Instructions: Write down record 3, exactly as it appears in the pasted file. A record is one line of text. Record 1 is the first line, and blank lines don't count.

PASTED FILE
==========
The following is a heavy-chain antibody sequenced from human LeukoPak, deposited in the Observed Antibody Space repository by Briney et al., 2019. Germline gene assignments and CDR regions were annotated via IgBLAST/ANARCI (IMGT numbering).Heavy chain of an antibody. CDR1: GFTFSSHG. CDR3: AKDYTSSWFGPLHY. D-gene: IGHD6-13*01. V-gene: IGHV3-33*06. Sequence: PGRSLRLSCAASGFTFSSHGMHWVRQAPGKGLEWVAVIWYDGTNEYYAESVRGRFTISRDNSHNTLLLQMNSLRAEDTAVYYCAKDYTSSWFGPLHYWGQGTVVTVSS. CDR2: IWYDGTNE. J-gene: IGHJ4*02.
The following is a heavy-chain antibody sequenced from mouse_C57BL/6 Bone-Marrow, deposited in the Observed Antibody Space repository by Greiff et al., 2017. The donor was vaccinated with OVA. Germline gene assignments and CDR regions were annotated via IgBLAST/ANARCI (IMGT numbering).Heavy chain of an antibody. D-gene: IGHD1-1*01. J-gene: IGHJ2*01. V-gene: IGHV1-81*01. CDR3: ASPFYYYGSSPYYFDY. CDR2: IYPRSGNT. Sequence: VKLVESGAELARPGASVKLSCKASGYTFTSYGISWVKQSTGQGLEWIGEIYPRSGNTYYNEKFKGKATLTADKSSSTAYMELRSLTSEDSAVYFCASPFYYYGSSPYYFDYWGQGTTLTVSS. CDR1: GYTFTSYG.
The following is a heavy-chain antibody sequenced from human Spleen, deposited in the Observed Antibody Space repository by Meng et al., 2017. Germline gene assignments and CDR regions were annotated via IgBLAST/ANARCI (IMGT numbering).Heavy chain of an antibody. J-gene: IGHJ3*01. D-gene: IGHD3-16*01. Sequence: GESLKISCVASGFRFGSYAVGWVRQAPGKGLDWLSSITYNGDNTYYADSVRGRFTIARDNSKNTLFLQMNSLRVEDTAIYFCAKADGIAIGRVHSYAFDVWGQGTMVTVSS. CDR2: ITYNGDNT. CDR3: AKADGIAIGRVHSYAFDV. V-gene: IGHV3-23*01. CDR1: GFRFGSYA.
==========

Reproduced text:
The following is a heavy-chain antibody sequenced from human Spleen, deposited in the Observed Antibody Space repository by Meng et al., 2017. Germline gene assignments and CDR regions were annotated via IgBLAST/ANARCI (IMGT numbering).Heavy chain of an antibody. J-gene: IGHJ3*01. D-gene: IGHD3-16*01. Sequence: GESLKISCVASGFRFGSYAVGWVRQAPGKGLDWLSSITYNGDNTYYADSVRGRFTIARDNSKNTLFLQMNSLRVEDTAIYFCAKADGIAIGRVHSYAFDVWGQGTMVTVSS. CDR2: ITYNGDNT. CDR3: AKADGIAIGRVHSYAFDV. V-gene: IGHV3-23*01. CDR1: GFRFGSYA.